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Sky Launches Ultra HD with Broad Sports, Movies and Entertainment Package

by David Mercer | Jul 14, 2016

Sky has announced the launch of its Ultra HD service on August 13th. As expected, this coincides with the first live Premier League game of the season featuring champions Leicester City (how strange that still sounds) at newly promoted Hull City. Owners of Ultra HD TVs (supporting 2160p, 50fps and HDCP 2.2) as well as Sky’s new Sky Q Silver box, assuming they subscribe to Sky Sports, will see an on-screen prompt which will take them to the Ultra HD broadcast. They can also set forthcoming Ultra HD sports events to record through the Sky Sports home page.

Sky’s initial Ultra HD offer will include a combination of live sports and on-demand movies and TV shows. It will broadcast 124 live Premier League games during the season, as well as every Formula 1 race in 2017. In addition it will offer 70 broadcast premiere movies, over 30 recent releases for rental from Sky Store, and the “biggest ever library of movies” in Ultra HD. TV content will include natural history and documentaries, new dramas, comedy, arts and box sets.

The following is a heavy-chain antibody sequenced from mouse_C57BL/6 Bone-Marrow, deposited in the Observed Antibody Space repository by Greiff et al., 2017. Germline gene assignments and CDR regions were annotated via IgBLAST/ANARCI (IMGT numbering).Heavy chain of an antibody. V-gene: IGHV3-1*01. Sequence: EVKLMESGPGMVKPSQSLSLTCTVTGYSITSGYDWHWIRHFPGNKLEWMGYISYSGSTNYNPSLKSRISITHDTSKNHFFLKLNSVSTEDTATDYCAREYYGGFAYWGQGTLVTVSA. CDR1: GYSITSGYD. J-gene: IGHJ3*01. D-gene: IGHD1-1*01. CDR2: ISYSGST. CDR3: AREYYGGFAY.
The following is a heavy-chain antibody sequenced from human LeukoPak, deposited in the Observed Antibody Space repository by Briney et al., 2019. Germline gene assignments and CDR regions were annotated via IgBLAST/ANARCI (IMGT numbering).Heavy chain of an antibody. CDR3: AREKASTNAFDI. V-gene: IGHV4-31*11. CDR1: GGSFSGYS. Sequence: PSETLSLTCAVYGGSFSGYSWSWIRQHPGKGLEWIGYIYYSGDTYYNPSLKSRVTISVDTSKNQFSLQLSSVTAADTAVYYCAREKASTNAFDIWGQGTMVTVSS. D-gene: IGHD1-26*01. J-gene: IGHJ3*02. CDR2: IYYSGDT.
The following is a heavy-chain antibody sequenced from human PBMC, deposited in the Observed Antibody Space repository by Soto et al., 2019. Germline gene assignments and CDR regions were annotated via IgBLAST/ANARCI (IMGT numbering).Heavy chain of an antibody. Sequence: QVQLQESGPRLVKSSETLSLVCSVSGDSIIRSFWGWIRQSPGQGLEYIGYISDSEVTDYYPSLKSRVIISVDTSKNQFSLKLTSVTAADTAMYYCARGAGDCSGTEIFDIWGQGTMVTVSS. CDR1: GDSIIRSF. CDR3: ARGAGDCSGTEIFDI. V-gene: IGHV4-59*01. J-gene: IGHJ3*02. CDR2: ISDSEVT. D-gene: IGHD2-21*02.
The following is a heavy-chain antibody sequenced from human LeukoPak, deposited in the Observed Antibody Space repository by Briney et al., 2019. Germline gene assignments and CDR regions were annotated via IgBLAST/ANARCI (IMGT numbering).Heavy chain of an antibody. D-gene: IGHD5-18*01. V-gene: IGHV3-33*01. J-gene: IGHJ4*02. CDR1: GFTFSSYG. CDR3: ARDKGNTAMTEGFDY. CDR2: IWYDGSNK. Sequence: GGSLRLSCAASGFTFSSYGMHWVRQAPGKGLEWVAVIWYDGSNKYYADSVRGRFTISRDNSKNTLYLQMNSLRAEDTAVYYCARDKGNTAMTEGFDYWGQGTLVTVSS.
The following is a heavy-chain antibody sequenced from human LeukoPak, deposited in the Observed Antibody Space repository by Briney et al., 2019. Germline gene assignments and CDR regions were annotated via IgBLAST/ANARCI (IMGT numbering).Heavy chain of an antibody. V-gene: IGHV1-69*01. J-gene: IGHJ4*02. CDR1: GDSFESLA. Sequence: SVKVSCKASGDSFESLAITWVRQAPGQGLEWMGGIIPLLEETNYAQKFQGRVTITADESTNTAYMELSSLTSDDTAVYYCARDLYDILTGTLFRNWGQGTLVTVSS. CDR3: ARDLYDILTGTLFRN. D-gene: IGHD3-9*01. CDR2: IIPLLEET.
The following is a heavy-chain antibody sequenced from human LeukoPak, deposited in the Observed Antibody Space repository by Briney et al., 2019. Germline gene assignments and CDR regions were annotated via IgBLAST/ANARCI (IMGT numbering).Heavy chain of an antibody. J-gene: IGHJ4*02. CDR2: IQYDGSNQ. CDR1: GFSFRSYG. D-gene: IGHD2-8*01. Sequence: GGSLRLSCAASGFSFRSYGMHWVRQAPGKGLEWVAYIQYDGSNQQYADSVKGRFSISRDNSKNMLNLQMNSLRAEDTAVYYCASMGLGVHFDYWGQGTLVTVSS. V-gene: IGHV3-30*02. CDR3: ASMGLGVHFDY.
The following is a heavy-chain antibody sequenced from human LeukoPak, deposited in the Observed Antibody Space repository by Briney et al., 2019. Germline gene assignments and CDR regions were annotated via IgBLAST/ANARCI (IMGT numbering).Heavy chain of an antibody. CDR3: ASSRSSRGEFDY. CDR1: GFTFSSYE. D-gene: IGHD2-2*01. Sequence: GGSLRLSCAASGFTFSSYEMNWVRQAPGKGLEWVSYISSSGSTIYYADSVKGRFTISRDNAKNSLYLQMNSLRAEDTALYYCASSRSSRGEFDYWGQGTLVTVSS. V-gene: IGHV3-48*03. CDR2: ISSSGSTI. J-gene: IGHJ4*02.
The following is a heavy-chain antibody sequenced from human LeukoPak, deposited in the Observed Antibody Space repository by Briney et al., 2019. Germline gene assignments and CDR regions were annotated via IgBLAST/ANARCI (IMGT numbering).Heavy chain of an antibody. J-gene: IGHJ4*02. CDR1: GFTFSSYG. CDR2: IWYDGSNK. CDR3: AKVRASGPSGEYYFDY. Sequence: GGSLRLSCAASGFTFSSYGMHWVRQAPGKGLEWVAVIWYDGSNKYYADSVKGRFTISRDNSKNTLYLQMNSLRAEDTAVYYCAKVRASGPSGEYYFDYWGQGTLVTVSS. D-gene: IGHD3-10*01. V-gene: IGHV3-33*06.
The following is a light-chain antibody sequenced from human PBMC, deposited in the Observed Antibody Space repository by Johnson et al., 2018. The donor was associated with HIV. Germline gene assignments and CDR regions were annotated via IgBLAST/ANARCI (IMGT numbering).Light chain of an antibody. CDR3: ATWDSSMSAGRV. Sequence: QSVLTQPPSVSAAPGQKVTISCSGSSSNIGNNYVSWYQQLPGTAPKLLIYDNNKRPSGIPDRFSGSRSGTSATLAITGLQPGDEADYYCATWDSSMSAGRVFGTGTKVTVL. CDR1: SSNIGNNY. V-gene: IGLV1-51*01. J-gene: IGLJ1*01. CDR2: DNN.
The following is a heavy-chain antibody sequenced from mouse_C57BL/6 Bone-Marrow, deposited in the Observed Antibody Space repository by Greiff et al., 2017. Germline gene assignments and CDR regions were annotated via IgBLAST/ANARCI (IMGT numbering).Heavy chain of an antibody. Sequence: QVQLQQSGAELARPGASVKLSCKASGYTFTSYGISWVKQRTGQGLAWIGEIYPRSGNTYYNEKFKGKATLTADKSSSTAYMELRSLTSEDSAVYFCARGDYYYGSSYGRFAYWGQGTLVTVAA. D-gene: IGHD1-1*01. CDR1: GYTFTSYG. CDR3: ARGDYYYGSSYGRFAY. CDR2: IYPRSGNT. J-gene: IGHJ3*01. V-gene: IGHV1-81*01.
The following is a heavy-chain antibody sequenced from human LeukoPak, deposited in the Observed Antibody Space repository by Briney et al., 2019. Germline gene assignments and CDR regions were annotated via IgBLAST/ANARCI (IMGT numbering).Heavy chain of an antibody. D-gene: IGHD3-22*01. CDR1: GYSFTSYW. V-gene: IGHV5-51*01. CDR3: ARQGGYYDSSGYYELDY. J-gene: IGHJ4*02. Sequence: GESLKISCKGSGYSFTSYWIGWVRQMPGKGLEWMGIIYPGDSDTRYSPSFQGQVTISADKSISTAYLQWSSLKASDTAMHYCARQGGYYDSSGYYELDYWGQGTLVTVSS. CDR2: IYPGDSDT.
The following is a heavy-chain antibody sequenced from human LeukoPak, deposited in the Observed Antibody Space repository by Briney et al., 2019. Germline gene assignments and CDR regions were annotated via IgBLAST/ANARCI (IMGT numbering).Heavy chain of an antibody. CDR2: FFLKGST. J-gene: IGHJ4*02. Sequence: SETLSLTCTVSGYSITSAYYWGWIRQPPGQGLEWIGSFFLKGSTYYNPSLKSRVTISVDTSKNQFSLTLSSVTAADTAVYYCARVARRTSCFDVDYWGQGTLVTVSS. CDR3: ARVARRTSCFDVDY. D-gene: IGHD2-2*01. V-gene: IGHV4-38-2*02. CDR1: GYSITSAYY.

Sky does not mention HDR (high dynamic range) in its press material. As I mentioned back in February, Sky's position is still that it will “take a view on HDR once the standards are finalised”, so we can assume the initial lineup of programming will not be broadcast with HDR capability. This will be disappointing to owners of the latest HDR-compliant Ultra HD TVs but is not surprising given the continued uncertainty about HDR content standards. I would expect these to be resolved sufficiently for Sky to upgrade its Ultra HD service within the first year or so.

BT surprised a few people by leaping ahead of Sky a year ago with the introduction of the world’s first live 4K sports channel. As was always inevitable, Sky has now responded with a more comprehensive Ultra HD offer. In this game of leapfrog we can expect BT to upgrade its offer in due course, but for the moment Sky has regained its lead.

Future developments will include the expansion of other live Ultra HD services, but for the moment on-demand downloads are the most effective approach to delivering Ultra HD content when there is not enough 4K production to support full-time broadcast channels.

The competitive games may be fascinating to watch but the real message is that Ultra HD is here to stay and will represent the state of the art in TV viewing for many years to come.

David Mercer

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